2003 study alternatives (Minneapolis–Rochester)
Speed Motive
Yearly ridership est. Trip time Capital cost (2002 $) 30-year
benefit/cost ratio
2010 2030
150+ mph turbine 1.4 million 2.4 million 45–48 minutes $697–769 million 1.35
180+ mph electric 1.6 2.8 39–43 minutes $869–933 million 1.38
220+ mph maglev 2.4 4.3 31–39 minutes $5.6– 5.9 billion 0.56

Tri-State III Study

The Tri-State III High-Speed Rail Study[6] of 2009 was commissioned by the Southeastern Minnesota Rail Alliance, a rail advocacy group based in Rochester. This study is partly a rehashing of the Tri-State II study, but with greater detail in examining the speeds possible along the current Amtrak route along the Mississippi River versus what would be possible by going through Rochester. There are many segments along the river that can only support 90 mph top speeds or lower due to curvature.

The study asserted that 220 mph service via Rochester, which is a higher speed than what has been recommended in other studies for a publicly funded system, would be the best option and would be the most profitable. The study authors noted that the amount of funding available for the project in Minnesota is constrained. Because of this they suggested going utilizing diesel-electric powered 110 mph service via Rochester. They claimed this would be profitable. They called for the route to allow for future upgrades and improvements that could be done over time.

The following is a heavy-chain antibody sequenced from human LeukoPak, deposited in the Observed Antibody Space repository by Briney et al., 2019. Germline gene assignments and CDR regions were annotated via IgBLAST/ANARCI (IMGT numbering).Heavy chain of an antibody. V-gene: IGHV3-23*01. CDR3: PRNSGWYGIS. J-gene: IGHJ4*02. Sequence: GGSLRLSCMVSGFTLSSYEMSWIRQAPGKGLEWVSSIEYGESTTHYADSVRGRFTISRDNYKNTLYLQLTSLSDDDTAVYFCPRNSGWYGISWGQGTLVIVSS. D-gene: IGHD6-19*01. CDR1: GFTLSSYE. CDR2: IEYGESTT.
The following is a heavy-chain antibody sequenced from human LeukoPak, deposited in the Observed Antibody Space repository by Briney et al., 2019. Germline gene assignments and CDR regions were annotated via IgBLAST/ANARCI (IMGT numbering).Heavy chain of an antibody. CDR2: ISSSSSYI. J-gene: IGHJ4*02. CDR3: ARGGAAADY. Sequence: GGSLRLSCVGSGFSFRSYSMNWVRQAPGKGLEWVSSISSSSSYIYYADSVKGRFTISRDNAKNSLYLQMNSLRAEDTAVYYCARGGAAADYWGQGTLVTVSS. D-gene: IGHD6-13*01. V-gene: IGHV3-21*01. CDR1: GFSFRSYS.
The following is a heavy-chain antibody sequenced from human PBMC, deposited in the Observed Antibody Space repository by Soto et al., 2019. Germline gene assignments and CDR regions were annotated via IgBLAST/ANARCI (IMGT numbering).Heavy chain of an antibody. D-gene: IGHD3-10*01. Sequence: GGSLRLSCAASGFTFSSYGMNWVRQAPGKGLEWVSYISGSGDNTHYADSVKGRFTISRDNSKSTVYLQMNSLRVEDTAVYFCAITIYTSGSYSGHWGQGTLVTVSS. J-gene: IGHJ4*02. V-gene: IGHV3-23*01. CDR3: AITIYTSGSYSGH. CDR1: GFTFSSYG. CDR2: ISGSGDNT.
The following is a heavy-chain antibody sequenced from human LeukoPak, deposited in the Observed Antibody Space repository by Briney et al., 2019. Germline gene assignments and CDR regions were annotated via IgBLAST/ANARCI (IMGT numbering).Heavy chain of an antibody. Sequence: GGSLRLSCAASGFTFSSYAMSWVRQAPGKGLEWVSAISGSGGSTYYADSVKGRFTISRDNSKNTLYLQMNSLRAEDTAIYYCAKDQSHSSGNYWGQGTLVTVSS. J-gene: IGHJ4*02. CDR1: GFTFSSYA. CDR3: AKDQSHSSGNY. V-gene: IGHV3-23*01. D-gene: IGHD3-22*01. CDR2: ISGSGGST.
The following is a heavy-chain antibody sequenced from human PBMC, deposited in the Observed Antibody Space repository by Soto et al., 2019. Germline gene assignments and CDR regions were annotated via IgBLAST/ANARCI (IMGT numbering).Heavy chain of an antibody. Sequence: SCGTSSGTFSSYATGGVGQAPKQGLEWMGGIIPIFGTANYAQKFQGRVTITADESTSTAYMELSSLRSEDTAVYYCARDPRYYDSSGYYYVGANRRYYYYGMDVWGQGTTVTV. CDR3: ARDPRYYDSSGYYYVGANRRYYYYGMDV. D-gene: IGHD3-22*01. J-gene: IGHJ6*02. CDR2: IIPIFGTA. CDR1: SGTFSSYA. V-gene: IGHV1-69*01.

2009 study alternatives (Twin Cities–Chicago)
Speed Route Motive
Yearly ridership est. Trip time
Capital cost ($) Benefit/cost ratio
2020 ?
110 mph Mississippi River diesel 4.3 million 5h19 $3.2 billion 1.60
110 mph Rochester diesel 4.7 5h26 $3.3 billion 1.86
220 mph Rochester electric 7.7 3h11 $6.6 billion 2.25

Past passenger service to Rochester